At the fringes
By Ashley Yeager
In 1609, when Galileo Galilei first turned his two-centimeter telescope to the sky, he was able to observe twice the level of detail of objects compared with his unaided observations. The telescope allowed him to resolve impact craters on Earth’s moon as well as much fainter objects, such as moons orbiting Jupiter. The observations revolutionized astronomy and triggered astronomers’ desire to engineer and construct telescopes with increasing light-gathering potential and angular resolution, or the ability to observe fine detail of and distances between cosmic objects.
Currently the largest optical telescopes, including the twin Kecks, are ten meters in diameter—500 times the size of Galileo’s telescope—which means their angular resolution should be roughly 500 times better than those first used in the 1600s. Larger telescopes can collect more light and measure smaller apparent distances as well as observe finer detail.
Astronomers have quickly realized, however, that the mirrors needed for increasingly larger telescopes are not easy to finance, engineer or construct. One alternative to larger, individual telescopes is to create arrays of them.
Keck Observatory is one of the first major observatories to develop this array concept by linking its twin, ten-meter telescopes. This technique, called interferometry, is based on the concept of interference, which in physics is the addition of two or more waves that results in a new wave pattern. The phenomenon affects light waves, sound waves, ocean waves, and even seismic waves from earthquakes.
Applied to astronomy, interference involves light waves. Astronomers can collect the waves originating from a single source, such as a star, with two separate telescopes and then manipulate the waves to interfere with each other. The result is a specific pattern called fringes.
The resolution achieved with an interferometer is based on the distance between the telescopes. The twin Keck telescopes are separated by 85 meters. To maximize the Keck Interferometer’s resolution, the light each telescope collects is first corrected for atmospheric distortion using adaptive optics. The two individual light beams are then directed down to the basement of the Observatory where they are relayed along tracks of flat mirrors positioned throughout the length of the 85-meter chamber that separates the telescopes. The path that the light travels can be adjusted to delay the wave from one telescope so that it aligns to correctly interfere with the incoming wave from the other telescope.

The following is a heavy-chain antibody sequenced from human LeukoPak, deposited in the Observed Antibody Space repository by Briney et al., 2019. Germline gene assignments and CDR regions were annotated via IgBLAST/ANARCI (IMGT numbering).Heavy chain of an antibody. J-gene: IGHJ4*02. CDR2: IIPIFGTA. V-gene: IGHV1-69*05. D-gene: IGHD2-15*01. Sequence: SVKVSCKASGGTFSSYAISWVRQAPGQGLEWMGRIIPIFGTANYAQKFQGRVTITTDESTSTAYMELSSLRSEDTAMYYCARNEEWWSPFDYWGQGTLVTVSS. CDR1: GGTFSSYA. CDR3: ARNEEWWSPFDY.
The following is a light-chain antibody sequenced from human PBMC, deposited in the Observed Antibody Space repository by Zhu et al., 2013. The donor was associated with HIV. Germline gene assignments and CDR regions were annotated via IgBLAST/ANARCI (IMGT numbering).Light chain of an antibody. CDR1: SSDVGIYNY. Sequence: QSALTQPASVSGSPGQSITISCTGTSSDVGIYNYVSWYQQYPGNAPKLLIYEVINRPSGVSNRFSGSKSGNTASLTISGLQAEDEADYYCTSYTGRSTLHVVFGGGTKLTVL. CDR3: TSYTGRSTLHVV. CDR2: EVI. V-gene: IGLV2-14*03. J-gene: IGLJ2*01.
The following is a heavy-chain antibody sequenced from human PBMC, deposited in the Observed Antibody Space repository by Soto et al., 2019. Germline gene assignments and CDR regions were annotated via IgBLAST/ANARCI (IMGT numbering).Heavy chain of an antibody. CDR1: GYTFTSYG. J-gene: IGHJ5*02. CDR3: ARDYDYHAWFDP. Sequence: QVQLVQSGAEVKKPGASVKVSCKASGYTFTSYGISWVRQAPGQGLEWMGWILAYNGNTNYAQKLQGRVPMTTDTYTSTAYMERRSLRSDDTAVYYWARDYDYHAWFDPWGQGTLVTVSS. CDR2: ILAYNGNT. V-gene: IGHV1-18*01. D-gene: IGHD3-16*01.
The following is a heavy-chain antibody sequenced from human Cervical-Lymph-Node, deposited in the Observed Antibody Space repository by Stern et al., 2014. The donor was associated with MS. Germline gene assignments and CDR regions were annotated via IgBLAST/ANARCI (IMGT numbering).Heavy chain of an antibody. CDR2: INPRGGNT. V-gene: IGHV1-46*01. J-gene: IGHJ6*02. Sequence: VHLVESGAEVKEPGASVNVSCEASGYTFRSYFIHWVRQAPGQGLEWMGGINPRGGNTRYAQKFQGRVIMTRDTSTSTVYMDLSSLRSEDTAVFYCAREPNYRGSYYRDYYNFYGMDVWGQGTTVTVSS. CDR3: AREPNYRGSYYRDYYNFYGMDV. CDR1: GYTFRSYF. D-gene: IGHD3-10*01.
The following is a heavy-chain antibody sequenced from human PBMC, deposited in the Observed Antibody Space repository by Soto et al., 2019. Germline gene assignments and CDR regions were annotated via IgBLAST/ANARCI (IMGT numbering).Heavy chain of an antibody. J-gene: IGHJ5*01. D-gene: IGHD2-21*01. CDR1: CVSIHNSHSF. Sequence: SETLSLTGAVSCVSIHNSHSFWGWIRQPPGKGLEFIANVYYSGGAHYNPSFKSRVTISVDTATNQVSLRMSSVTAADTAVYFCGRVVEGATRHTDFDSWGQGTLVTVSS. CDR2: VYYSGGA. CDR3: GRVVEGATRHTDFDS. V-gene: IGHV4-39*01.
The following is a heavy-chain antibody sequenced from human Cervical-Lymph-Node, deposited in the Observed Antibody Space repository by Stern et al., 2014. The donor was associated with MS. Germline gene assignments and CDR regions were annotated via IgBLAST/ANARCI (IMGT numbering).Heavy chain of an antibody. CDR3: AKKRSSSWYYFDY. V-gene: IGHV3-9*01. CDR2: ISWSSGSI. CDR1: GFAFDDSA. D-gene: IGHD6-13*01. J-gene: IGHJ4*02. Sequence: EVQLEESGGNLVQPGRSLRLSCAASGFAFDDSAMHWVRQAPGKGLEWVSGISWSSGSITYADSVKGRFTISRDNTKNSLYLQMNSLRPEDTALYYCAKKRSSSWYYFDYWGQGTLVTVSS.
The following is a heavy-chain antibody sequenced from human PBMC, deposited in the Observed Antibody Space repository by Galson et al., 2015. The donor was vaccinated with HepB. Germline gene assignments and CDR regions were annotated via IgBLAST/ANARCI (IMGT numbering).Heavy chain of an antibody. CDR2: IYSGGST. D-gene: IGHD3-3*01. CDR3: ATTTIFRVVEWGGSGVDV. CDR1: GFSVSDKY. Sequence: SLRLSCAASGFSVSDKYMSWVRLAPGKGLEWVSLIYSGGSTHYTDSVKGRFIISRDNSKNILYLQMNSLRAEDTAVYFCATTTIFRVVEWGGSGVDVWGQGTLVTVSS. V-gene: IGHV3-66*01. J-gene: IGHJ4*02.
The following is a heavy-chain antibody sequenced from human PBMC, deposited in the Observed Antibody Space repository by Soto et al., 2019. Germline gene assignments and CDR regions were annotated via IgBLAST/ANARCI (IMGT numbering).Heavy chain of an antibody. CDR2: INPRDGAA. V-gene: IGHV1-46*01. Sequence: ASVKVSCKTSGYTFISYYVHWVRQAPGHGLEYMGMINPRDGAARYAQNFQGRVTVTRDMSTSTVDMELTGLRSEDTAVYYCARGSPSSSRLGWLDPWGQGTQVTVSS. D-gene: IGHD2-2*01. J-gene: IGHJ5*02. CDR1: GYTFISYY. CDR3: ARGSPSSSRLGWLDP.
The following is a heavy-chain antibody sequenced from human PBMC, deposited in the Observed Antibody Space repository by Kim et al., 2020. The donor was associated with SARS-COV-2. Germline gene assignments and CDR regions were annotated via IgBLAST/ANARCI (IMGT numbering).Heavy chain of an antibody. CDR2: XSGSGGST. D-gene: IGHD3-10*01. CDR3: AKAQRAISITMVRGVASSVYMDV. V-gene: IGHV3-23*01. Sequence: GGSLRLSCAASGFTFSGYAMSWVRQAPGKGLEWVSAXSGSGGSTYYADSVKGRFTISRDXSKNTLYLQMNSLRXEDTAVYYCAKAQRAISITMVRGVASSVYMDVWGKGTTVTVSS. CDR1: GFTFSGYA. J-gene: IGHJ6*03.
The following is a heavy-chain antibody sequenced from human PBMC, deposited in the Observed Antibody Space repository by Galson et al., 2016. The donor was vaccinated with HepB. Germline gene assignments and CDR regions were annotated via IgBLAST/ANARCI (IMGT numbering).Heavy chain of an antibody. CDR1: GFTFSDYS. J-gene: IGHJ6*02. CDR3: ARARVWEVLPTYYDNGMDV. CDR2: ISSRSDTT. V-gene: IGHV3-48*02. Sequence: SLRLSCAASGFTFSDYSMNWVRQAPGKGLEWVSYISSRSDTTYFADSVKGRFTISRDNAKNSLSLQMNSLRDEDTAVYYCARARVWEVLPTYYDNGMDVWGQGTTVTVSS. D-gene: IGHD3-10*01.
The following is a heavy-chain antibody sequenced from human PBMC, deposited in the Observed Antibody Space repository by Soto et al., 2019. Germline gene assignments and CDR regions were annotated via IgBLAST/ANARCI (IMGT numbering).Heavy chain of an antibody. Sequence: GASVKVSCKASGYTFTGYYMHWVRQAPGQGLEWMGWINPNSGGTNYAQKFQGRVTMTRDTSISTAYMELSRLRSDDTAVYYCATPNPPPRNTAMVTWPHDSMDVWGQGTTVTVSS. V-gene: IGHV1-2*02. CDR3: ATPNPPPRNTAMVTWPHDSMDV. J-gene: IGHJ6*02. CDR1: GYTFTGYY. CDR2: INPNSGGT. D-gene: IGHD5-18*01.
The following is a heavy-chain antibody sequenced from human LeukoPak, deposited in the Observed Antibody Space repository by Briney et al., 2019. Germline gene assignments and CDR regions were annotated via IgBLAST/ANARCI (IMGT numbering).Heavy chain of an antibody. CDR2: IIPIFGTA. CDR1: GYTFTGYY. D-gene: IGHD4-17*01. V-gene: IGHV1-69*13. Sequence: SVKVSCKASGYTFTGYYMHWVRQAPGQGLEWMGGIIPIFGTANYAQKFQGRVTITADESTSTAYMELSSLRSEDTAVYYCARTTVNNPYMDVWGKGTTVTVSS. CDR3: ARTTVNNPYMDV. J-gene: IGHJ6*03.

During an interferometry run, merging waves from the Keck I and Keck II telescope results in fringes, an alternating pattern of light and dark rings around the central image of the light source. When the waves are perfectly aligned, the fringes appear to stand still—even though the beams are traveling at the speed of light. This is known as the standing wave phenomenon, says Keck Interferometer specialist Julian Woillez. At this point, the telescopes become a virtual 85-meter telescope called the Keck Interferometer, or KI.
The Keck Interferometer saw “first fringes” in 2001.
In 2002 and 2003, astronomers used the system to study the young protostar DG Tau and its orbiting dust disc. The interferometry data showed that the star and the disk were separated by a gap of 18 million miles. By comparison, Mercury sits roughly 36 million miles from the Sun. Since the star is located about 450 light years from Earth distinguishing the apparent distance between the two objects was a significant achievement.
In 2009, astronomers used the Keck Interferometer to discover an extended, double-layered dust disk orbiting 51 Ophiuchi, a star that is 410 light-years from Earth. Based on the data, the observers calculated that if the debris disks orbited the Sun, the inner cloud would extend roughly from the position of Mercury’s orbit to just past the edge of the asteroid belt. The outer disk would originate just before Saturn’s orbit and extend to a distance ten times farther than the edge of the Kuiper belt.